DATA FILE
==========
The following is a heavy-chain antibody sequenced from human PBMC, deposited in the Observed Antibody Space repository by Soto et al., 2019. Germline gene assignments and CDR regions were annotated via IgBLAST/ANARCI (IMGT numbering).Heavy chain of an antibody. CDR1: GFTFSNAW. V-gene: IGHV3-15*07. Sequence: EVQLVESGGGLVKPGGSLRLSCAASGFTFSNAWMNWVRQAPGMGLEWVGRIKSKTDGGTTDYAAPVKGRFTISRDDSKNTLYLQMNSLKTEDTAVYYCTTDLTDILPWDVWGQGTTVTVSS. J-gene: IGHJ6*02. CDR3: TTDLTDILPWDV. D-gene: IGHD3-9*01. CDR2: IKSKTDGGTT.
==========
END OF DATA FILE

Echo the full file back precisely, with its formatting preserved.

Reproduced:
The following is a heavy-chain antibody sequenced from human PBMC, deposited in the Observed Antibody Space repository by Soto et al., 2019. Germline gene assignments and CDR regions were annotated via IgBLAST/ANARCI (IMGT numbering).Heavy chain of an antibody. CDR1: GFTFSNAW. V-gene: IGHV3-15*07. Sequence: EVQLVESGGGLVKPGGSLRLSCAASGFTFSNAWMNWVRQAPGMGLEWVGRIKSKTDGGTTDYAAPVKGRFTISRDDSKNTLYLQMNSLKTEDTAVYYCTTDLTDILPWDVWGQGTTVTVSS. J-gene: IGHJ6*02. CDR3: TTDLTDILPWDV. D-gene: IGHD3-9*01. CDR2: IKSKTDGGTT.